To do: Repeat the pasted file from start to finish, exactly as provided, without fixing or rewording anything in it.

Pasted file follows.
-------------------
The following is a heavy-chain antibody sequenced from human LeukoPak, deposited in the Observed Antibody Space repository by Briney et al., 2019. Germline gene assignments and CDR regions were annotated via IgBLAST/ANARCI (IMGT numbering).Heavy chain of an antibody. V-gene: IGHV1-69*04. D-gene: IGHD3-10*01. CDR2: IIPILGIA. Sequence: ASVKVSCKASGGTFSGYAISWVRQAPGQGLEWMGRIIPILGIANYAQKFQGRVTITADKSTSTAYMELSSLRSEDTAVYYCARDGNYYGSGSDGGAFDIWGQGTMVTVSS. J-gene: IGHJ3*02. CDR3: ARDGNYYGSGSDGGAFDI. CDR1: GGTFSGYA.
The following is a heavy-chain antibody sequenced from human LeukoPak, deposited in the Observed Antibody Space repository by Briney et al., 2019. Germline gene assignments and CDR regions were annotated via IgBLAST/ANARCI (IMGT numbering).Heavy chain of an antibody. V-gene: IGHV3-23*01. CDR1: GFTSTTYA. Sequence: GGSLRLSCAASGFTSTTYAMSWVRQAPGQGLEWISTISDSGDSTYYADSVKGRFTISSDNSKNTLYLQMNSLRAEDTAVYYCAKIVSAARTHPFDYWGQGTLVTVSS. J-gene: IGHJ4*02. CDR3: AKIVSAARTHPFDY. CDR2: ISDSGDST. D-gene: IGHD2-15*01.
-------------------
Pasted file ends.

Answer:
The following is a heavy-chain antibody sequenced from human LeukoPak, deposited in the Observed Antibody Space repository by Briney et al., 2019. Germline gene assignments and CDR regions were annotated via IgBLAST/ANARCI (IMGT numbering).Heavy chain of an antibody. V-gene: IGHV1-69*04. D-gene: IGHD3-10*01. CDR2: IIPILGIA. Sequence: ASVKVSCKASGGTFSGYAISWVRQAPGQGLEWMGRIIPILGIANYAQKFQGRVTITADKSTSTAYMELSSLRSEDTAVYYCARDGNYYGSGSDGGAFDIWGQGTMVTVSS. J-gene: IGHJ3*02. CDR3: ARDGNYYGSGSDGGAFDI. CDR1: GGTFSGYA.
The following is a heavy-chain antibody sequenced from human LeukoPak, deposited in the Observed Antibody Space repository by Briney et al., 2019. Germline gene assignments and CDR regions were annotated via IgBLAST/ANARCI (IMGT numbering).Heavy chain of an antibody. V-gene: IGHV3-23*01. CDR1: GFTSTTYA. Sequence: GGSLRLSCAASGFTSTTYAMSWVRQAPGQGLEWISTISDSGDSTYYADSVKGRFTISSDNSKNTLYLQMNSLRAEDTAVYYCAKIVSAARTHPFDYWGQGTLVTVSS. J-gene: IGHJ4*02. CDR3: AKIVSAARTHPFDY. CDR2: ISDSGDST. D-gene: IGHD2-15*01.